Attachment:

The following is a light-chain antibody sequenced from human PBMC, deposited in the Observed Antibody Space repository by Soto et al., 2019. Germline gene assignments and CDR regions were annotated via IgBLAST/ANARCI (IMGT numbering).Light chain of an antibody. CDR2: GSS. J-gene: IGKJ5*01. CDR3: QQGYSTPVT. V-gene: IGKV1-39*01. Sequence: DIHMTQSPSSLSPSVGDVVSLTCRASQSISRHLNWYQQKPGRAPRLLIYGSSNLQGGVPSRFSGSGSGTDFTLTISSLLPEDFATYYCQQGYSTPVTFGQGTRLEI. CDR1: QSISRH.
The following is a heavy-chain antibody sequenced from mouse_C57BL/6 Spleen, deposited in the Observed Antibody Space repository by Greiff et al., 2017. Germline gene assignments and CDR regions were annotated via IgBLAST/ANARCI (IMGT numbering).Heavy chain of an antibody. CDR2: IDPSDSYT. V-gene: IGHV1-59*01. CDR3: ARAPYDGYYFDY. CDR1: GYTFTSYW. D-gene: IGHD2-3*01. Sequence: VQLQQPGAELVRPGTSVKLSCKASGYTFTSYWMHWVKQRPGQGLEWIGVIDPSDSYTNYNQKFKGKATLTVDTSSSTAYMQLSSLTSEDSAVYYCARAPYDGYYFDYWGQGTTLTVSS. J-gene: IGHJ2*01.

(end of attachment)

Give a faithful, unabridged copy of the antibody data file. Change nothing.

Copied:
The following is a light-chain antibody sequenced from human PBMC, deposited in the Observed Antibody Space repository by Soto et al., 2019. Germline gene assignments and CDR regions were annotated via IgBLAST/ANARCI (IMGT numbering).Light chain of an antibody. CDR2: GSS. J-gene: IGKJ5*01. CDR3: QQGYSTPVT. V-gene: IGKV1-39*01. Sequence: DIHMTQSPSSLSPSVGDVVSLTCRASQSISRHLNWYQQKPGRAPRLLIYGSSNLQGGVPSRFSGSGSGTDFTLTISSLLPEDFATYYCQQGYSTPVTFGQGTRLEI. CDR1: QSISRH.
The following is a heavy-chain antibody sequenced from mouse_C57BL/6 Spleen, deposited in the Observed Antibody Space repository by Greiff et al., 2017. Germline gene assignments and CDR regions were annotated via IgBLAST/ANARCI (IMGT numbering).Heavy chain of an antibody. CDR2: IDPSDSYT. V-gene: IGHV1-59*01. CDR3: ARAPYDGYYFDY. CDR1: GYTFTSYW. D-gene: IGHD2-3*01. Sequence: VQLQQPGAELVRPGTSVKLSCKASGYTFTSYWMHWVKQRPGQGLEWIGVIDPSDSYTNYNQKFKGKATLTVDTSSSTAYMQLSSLTSEDSAVYYCARAPYDGYYFDYWGQGTTLTVSS. J-gene: IGHJ2*01.